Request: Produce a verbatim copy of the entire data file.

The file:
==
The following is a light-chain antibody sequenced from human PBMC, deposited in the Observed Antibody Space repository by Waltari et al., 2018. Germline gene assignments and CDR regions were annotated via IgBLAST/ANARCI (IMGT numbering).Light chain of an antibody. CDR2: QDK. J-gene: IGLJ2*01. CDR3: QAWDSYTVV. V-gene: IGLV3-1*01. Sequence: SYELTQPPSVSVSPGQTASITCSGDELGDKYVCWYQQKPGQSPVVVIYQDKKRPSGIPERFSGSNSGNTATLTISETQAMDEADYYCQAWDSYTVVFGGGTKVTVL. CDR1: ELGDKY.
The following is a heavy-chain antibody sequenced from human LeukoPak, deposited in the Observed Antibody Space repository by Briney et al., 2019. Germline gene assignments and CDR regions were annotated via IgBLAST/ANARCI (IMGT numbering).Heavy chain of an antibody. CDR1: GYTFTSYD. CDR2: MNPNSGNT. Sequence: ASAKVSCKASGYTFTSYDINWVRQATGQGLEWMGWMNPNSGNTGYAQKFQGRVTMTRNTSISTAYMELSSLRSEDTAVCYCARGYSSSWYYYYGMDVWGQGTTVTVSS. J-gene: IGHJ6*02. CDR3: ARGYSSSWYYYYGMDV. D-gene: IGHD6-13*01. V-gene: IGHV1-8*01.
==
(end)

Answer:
The following is a light-chain antibody sequenced from human PBMC, deposited in the Observed Antibody Space repository by Waltari et al., 2018. Germline gene assignments and CDR regions were annotated via IgBLAST/ANARCI (IMGT numbering).Light chain of an antibody. CDR2: QDK. J-gene: IGLJ2*01. CDR3: QAWDSYTVV. V-gene: IGLV3-1*01. Sequence: SYELTQPPSVSVSPGQTASITCSGDELGDKYVCWYQQKPGQSPVVVIYQDKKRPSGIPERFSGSNSGNTATLTISETQAMDEADYYCQAWDSYTVVFGGGTKVTVL. CDR1: ELGDKY.
The following is a heavy-chain antibody sequenced from human LeukoPak, deposited in the Observed Antibody Space repository by Briney et al., 2019. Germline gene assignments and CDR regions were annotated via IgBLAST/ANARCI (IMGT numbering).Heavy chain of an antibody. CDR1: GYTFTSYD. CDR2: MNPNSGNT. Sequence: ASAKVSCKASGYTFTSYDINWVRQATGQGLEWMGWMNPNSGNTGYAQKFQGRVTMTRNTSISTAYMELSSLRSEDTAVCYCARGYSSSWYYYYGMDVWGQGTTVTVSS. J-gene: IGHJ6*02. CDR3: ARGYSSSWYYYYGMDV. D-gene: IGHD6-13*01. V-gene: IGHV1-8*01.